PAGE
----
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It’s never easy to live in the shadow of a superstar father – just ask Jordi Cruyff, Charlie Sheringham, Paul Dalglish or a whole host of other players with legendary footballers for parents.
But a new breed of second generation prodigies are in town, who don’t seem to be daunted by wearing an iconic name on the back of their shirts.
There are high hopes for Roma’s Justin Kluivert and Lille’s Timothy Weah, while Erling Håland looks set to follow in the footsteps of Frank Lampard by eclipsing the more than respectable career of his father.
Ianis Hagi – son of Gheorghe Hagi, the greatest Romanian footballer of all time – probably lies somewhere in the middle of two extremes when it comes to success and failure.
As yet, the 21-year-old has been unable to break through at one of Europe’s premier teams, having only managed two Serie A substitute appearances while at joining Rangers on loan in January.
There was certainly a feeling in some quarters that this move to Steven Gerrard’s side was a make or break transfer for the youngster. Fail in Scotland and it becomes pretty apparent that you’re unlikely to make the grade in a superior league, but succeed and the opportunity to join a club higher up the food chain could soon be on the cards.
With Europa League football on offer at Ibrox too, a loan deal to Glasgow appeared the perfect opportunity for Hagi to prove his worth to Europe’s elite clubs.
Suffice to say that the gamble has paid off for the Istanbul native. Hagi has taken to life in the SPFL life a duck to water and his outstanding displays for Rangers have reportedly caught the eye of continental giants Real Madrid and Lazio.
It’s easy to see why – a goal record of 0.33 per 90 in all competitions is a healthy output for an attacking midfielder that has largely operated behind frontman Alfredo Morelos, or occasionally out wide on the right-hand side.
His three strikes in nine starts and three substitute appearances have also come at crucial times, most notably a brace against Braga in the Europa League Round of 32. The Gers were in real trouble with an hour played of the first leg, trailing 2-0 at home. But Hagi’s low left-footed drive and deflected free-kick helped turn the tie around and seal a 3-2 victory.
Then there was the league game against Hibernian in February, when the loanee scored the clincher in a 2-1 win – sweeping 89th minute shot into the bottom left corner from a tight angle.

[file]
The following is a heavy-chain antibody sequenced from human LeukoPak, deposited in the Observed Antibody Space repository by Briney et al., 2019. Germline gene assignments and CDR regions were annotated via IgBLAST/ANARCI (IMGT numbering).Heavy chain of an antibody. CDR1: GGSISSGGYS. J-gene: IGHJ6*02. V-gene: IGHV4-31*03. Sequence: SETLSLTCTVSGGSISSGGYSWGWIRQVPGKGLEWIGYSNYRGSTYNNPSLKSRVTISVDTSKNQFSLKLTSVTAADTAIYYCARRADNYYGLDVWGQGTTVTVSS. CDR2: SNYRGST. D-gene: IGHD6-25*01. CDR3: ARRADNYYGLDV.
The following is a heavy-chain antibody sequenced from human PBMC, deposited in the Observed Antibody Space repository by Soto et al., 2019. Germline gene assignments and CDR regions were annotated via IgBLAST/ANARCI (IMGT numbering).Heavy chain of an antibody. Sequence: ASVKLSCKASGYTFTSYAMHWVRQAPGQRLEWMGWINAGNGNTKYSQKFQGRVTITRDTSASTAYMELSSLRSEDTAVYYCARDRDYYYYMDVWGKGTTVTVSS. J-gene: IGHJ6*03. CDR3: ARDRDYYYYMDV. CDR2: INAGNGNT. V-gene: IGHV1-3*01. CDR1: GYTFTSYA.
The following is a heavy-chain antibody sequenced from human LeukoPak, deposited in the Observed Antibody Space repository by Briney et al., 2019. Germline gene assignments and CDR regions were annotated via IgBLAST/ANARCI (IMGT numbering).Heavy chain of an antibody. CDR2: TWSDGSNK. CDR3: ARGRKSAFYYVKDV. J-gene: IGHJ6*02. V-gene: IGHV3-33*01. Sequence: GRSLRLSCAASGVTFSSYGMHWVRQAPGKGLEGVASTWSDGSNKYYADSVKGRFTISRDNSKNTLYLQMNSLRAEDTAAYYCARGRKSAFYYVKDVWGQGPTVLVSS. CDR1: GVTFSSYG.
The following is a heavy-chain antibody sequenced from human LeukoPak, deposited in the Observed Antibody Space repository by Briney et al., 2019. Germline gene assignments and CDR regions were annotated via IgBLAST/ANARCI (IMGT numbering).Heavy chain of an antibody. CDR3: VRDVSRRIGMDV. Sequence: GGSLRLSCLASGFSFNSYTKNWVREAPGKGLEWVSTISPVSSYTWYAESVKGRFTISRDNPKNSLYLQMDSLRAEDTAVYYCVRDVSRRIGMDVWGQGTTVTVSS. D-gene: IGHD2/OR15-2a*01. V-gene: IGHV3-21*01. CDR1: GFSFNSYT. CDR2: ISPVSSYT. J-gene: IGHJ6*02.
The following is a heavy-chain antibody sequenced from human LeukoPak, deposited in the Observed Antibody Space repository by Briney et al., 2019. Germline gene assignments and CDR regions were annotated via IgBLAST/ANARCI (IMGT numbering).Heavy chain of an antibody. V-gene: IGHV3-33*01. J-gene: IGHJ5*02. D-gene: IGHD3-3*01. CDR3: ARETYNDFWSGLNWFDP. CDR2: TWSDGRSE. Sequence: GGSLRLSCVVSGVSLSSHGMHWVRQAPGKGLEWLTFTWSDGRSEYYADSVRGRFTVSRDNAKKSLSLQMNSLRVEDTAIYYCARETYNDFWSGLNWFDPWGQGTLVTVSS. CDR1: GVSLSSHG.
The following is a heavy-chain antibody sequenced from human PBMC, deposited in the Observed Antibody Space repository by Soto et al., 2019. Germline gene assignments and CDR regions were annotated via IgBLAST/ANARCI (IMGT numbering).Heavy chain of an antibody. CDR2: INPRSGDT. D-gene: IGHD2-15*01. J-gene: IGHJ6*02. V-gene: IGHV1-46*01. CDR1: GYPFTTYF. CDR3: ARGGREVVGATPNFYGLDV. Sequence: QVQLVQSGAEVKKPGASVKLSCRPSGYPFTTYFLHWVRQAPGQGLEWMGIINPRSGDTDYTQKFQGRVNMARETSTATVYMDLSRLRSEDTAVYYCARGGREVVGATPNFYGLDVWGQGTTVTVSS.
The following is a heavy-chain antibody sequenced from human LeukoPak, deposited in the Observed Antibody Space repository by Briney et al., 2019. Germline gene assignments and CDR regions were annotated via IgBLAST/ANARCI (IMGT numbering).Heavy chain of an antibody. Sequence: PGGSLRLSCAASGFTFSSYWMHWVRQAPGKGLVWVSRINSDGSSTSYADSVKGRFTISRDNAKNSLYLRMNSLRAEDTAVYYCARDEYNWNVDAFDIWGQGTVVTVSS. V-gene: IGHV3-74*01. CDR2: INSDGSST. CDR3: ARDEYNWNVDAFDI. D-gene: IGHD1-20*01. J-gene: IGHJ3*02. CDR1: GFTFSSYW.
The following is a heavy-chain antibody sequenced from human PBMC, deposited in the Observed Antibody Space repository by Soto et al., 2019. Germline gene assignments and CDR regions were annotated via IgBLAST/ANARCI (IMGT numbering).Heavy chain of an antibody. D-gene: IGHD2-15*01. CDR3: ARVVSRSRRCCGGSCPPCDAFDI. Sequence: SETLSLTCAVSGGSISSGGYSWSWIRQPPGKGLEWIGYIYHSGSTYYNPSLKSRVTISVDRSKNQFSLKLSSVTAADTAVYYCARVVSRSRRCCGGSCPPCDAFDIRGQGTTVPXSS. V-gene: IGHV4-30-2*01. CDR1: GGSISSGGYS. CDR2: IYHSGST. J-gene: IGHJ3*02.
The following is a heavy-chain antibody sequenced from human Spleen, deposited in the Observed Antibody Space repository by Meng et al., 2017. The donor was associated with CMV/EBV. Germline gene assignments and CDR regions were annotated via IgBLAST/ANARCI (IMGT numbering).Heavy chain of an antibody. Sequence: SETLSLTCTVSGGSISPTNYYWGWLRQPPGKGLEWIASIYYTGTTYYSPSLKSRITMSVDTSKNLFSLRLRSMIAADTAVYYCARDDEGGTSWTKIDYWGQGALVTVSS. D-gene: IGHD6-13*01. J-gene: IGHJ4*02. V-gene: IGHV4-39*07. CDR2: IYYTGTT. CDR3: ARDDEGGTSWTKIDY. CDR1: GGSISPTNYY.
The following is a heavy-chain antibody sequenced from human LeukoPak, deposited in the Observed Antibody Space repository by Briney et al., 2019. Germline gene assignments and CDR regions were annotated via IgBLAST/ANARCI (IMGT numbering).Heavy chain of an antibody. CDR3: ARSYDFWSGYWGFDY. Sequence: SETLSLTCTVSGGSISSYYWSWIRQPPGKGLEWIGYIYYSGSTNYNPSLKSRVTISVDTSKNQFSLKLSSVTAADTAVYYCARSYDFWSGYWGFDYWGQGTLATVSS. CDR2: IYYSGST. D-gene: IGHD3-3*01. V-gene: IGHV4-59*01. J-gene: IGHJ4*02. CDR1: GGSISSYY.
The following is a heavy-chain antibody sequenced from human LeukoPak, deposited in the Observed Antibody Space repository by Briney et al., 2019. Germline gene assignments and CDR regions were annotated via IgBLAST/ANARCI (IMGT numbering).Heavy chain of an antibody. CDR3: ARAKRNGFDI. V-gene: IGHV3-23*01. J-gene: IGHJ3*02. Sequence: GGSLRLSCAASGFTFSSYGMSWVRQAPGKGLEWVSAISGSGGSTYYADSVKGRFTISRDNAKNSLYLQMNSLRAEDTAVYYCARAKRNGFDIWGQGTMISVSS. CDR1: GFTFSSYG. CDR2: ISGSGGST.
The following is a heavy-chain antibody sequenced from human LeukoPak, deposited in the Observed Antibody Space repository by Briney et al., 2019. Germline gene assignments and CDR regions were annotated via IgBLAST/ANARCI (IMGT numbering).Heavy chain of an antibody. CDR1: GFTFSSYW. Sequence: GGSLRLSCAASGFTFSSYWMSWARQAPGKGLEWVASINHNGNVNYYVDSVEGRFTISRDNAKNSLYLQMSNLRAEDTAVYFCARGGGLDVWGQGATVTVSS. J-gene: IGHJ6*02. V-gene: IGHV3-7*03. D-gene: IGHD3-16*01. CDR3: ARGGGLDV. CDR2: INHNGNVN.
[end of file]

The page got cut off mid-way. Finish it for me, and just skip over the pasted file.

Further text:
It’s not just the goals of course, or the two assists Hagi has contributed. The combination of speed, agility and technical skill he has displayed at Ibrox has instantly made the playmaker a fans’ favourite in the blue half of Glasgow.
Supporters will be hoping that the club take advantage of a clause to make the deal permanent for £4.3million – assuming that the Romanian wishes to remain in Scotland.
That outcome seems likely and will certainly be high on Gerrard’s wish list, but Felice Mazzu – Hagi’s former manager at Genk – is of the opinion his future should lie elsewhere.
“I think Italy would be a league which suits him perfectly now,” he said.
I know he has already had a spell there at Fiorentina. Now I think he is stronger both technically and tactically. Lazio would be a great move for him.”
Those thoughts have been echoed by former Torino and Manchester City striker Rolando Bianchi.
“In my opinion, Lazio would be a very good move for him, and one which will hold plenty of appeal,” he explained.
“Simone Inzaghi is among the best coaches in Europe when it comes to improving the players under his charge. He would have the potential to form a fantastic partnership with Luis Alberto, but Inzaghi could exploit his flexibility to employ him in almost all roles, in midfield and in attack.”
The Scottish top flight appears to have been the perfect finishing school for Hagi and another season at Ibrox surely couldn't hurt his development. But only time will tell how much longer he will remain in Glasgow.
The dream of emulating his father’s legacy is still on the cards for Romania’s brightest talent, who could be back in the big leagues sooner than later.